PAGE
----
At Chelsea, Oscar is beginning to quietly blossom into a player who could emulate Kaka, not just because of his eye for a spectacular goal but his precise passing. In the friendly against England a few months ago, Oscar looked a more complete player than Neymar, his first touch seemed better, his passes seemed a bit more crisp and he just seemed a bit more composed on the ball. On the other hand, who knows how his confidence would have been changed if he’d been able to convert one of his chances against England. But certainly, on that night, Oscar looked a lot more to be the realistic future of Brazilian football.

Finally, there’s one more reason that remaining in Brazil for a prolonged time may have a detrimental effect on Neymar. The impact of capitalism on the Brazilian economy has transitioned onto club football. The money is now present to not only attract big name players to play in Brazil, but also to keep the biggest young talent from being so keen to leave. When Clarence Seedorf agreed to move to Botafogo during the summer of 2012, he bagged a contract worth a reported $350,000 a month, making him the highest-paid foreigner in the history of Brazilian football.

As for Neymar, his estimated income from sponsorships is anywhere between €13.8 million and €20 million per year after his latest deal at Santos. This includes an eleven year deal with Nike as well as contracts with Red Bull; Panasonic; Volkswagen and Santander to name but a few. In May 2012, he was even named as the most marketable athlete in the world by Sportspro magazine ahead of Ronaldo and Messi. The flip side of this is that Santos can’t afford to pay his contract on their own. Neymar is reckoned to be earning in the region of £550,000 a month under a new contract at Santos, of which Santos pay £360,000 (£90,000 per week). A collection of seven businesses, including Santander, agreed to top that figure up in order to keep Neymar on home soil. Santander even took out a double page advert in a Brazilian newspaper to proclaim how proud it was to have helped preserve Neymar for the nation.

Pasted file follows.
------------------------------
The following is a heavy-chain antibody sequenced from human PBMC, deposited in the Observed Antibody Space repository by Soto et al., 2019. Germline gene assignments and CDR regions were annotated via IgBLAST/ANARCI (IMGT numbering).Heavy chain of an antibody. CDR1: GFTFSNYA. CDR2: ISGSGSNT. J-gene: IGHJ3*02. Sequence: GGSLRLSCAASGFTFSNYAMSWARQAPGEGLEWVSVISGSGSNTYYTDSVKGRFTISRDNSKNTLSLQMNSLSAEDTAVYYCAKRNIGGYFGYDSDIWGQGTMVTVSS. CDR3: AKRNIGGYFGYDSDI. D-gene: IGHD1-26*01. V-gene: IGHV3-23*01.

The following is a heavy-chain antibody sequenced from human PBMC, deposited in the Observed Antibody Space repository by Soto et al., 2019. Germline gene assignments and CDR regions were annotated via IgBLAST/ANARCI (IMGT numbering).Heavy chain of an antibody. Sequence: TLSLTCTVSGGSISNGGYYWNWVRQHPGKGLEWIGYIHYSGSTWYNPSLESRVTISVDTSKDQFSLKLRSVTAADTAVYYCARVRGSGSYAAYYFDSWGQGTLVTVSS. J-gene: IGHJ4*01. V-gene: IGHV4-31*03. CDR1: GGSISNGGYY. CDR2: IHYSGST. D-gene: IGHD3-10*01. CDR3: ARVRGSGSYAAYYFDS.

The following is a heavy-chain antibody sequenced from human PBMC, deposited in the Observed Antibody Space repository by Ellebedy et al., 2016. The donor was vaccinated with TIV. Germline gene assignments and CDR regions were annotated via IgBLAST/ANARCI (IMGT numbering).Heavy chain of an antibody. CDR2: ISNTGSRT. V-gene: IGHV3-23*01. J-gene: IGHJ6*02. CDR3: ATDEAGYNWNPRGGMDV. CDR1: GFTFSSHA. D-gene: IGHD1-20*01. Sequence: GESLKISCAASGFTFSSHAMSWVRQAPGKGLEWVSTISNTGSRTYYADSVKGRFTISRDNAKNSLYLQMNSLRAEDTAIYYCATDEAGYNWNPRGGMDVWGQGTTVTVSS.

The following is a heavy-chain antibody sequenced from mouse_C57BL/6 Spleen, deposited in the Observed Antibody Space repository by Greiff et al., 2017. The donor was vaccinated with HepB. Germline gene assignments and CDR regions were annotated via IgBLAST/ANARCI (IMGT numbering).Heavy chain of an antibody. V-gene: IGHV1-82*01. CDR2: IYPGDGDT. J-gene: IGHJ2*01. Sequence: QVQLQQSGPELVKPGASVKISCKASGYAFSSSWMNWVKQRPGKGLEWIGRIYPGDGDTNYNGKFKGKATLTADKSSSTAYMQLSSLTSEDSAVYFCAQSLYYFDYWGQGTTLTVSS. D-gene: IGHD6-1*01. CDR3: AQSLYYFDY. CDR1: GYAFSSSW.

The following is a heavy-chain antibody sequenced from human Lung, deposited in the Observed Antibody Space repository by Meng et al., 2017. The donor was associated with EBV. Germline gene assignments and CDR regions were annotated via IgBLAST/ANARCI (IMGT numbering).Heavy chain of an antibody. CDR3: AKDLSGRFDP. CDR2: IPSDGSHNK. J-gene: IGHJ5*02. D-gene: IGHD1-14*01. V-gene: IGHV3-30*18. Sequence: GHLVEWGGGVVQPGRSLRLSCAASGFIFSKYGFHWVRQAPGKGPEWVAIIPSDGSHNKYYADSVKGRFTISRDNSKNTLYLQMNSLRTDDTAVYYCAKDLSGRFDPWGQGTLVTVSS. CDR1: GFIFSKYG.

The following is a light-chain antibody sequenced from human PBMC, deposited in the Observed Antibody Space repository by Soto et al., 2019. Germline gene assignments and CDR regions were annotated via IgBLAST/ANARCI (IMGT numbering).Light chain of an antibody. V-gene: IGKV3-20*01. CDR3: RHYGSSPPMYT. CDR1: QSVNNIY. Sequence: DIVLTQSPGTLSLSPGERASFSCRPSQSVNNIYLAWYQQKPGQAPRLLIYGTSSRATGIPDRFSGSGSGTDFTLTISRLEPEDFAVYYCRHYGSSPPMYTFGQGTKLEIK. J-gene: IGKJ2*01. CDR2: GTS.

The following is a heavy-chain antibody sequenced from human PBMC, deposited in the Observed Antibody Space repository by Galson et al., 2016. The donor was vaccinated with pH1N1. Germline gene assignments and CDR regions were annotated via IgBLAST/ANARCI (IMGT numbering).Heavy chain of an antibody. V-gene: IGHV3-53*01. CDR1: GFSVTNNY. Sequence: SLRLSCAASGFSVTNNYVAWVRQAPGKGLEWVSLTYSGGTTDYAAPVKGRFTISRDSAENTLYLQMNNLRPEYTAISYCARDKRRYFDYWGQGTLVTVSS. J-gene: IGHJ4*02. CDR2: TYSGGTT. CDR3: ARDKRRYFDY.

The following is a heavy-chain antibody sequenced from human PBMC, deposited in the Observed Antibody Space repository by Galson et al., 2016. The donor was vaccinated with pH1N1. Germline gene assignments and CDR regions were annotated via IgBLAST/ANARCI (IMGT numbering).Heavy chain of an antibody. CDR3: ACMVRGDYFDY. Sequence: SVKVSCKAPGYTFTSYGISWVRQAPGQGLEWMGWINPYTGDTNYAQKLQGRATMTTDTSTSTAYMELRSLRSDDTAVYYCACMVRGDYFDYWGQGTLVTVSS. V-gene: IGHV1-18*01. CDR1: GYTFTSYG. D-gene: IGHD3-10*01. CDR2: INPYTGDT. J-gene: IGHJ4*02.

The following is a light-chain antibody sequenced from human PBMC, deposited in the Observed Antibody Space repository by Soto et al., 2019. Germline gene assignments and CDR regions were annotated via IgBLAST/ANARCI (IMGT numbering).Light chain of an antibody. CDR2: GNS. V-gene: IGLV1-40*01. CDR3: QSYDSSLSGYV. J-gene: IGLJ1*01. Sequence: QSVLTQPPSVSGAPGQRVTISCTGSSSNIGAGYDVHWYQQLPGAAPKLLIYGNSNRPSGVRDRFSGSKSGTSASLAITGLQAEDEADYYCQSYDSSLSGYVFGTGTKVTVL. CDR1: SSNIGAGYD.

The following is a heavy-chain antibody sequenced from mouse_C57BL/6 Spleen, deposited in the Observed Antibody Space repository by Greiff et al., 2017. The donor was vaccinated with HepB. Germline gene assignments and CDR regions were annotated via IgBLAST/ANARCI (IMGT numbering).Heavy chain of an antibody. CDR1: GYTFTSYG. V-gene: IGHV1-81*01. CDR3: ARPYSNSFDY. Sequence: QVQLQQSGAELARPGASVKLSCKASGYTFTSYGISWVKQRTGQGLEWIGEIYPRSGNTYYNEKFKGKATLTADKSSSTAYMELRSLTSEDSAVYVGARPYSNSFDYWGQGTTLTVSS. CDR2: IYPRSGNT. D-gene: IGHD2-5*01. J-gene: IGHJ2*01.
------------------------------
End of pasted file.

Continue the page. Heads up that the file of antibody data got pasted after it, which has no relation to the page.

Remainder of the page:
The impact of this is an intense obligation for him to fulfil demands for sponsors, which serves as unnecessary distraction, which has led to criticism from one of his long term advocates, Pele. From things as simple as his official Facebook page, to his training kit, all are covered in assorted company logos. I wouldn’t suggest that a move abroad wouldn’t exactly cause the sponsorship money to dry up, but with any European club being able to pay his contract single handedly, he won’t have the same contractual obligation to any sponsor in quite the same way.

In summary, the longer Neymar remains in Brazil, it seems that it will continue to have a regressive effect on his development as a player but also as a sporting celebrity. With it being an inevitability that he will be a fulcrum for the Brazilian 2014 World Cup bid it may be too late for them to realise that his lack of experience in Europe could be a far greater hinderance than all the external sponsorship money can justify.